What news on the Rialto?

Blog | 20 September 2017

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I am not long back from Venice where I spent a few days sitting on the terrace of my hotel, sipping prosecco and watching the tourists shuffling on the Rialto bridge taking photos and texting on smartphones.

Inevitably, the phrase "What news on the Rialto" came into my mind. The words are first those of Shylock in The Merchant of Venice [Act 1, Scene 3] but news - market intelligence - and contract negotiations, frustration and fulfilment are the key themes of the play.

Have times changed? Not really. In this issue Susan Ross and Stephen Taylor of Aon Credit and James Esdaile of BPL Global, look at the current state of the credit and political risk insurance (CPRI) market and their observations seem remarkably close to those of 500 years ago.

The merchants of Venice took risks in a way that could be described as Esdaile puts it, "holistic". They were bankers and insurers, traders and wholesalers, retailers
and casualty insurers, and political risk insurers.

Each merchant had their own level of willingness - these days we'd call it risk appetite, capacity or capital availability - to take layers of risk and have a portfolio spread of risk. Ross and Taylor highlight this in the modern world.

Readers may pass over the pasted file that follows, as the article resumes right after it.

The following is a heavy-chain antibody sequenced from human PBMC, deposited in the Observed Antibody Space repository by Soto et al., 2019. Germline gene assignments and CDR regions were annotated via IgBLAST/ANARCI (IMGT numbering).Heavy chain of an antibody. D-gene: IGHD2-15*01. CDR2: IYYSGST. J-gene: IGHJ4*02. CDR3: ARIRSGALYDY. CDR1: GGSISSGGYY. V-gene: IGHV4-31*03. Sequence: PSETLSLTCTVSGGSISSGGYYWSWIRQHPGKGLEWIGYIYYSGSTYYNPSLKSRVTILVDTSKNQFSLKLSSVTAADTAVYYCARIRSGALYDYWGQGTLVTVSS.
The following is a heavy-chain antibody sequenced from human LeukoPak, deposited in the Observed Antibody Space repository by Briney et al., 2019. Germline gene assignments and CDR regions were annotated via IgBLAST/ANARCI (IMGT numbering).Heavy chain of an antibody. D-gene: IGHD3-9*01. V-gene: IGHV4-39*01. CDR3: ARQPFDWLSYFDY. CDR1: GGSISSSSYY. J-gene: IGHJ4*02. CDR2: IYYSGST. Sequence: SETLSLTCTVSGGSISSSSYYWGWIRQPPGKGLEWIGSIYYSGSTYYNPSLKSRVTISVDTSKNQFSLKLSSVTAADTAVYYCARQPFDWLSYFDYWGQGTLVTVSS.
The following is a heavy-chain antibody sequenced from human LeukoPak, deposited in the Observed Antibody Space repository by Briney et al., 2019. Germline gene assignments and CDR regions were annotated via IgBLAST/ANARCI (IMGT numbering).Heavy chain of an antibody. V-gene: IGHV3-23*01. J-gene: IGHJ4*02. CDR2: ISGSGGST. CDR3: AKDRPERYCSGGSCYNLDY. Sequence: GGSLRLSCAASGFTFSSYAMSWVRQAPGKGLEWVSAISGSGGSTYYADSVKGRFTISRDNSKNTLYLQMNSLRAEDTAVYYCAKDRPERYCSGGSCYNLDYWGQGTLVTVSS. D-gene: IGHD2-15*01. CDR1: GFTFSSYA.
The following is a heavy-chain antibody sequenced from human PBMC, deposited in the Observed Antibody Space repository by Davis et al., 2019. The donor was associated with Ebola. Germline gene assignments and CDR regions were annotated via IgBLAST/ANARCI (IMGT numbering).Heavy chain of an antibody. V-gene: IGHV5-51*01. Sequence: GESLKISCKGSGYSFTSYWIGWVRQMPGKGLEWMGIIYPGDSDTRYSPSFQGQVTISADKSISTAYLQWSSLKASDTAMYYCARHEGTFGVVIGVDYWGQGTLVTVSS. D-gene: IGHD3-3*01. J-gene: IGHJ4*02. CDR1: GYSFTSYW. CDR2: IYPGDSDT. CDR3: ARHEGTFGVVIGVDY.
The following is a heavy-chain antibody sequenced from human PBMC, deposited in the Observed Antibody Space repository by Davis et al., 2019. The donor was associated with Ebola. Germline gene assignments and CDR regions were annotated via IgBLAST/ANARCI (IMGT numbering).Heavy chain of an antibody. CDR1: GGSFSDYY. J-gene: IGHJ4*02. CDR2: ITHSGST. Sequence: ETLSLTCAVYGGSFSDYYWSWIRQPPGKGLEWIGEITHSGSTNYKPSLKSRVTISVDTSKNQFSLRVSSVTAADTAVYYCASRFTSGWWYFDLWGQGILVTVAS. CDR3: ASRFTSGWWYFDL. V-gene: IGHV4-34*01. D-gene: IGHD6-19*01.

Identifying risk also means documenting it. Again, today we'd call it policy
wording. Our contributors, brokers who work with different underwriters and in cooperation with exporters' banks, look at this subject too. I doubt if an own
retention of a pound of flesh would be acceptable in a contract written today.

"Now, what news on the Rialto" [Act 3, Scene 1], the second mention, by Solanio,
reminds us that times change. Esdaile argues for an IT system for the private CPRI market which would complement the Berne Union while keeping confidentiality.

I also had the opportunity to meet TFR subscribers, sponsors and award
winners at our reception for our Excellence in Trade Awards. Congratulations to all
and particularly to Geoffrey Wynne, a master of structured trade, who wins the
TFR Fellowship Award. But a thought lingers - structured trade finance is not our
own invention.

Katharine Morton


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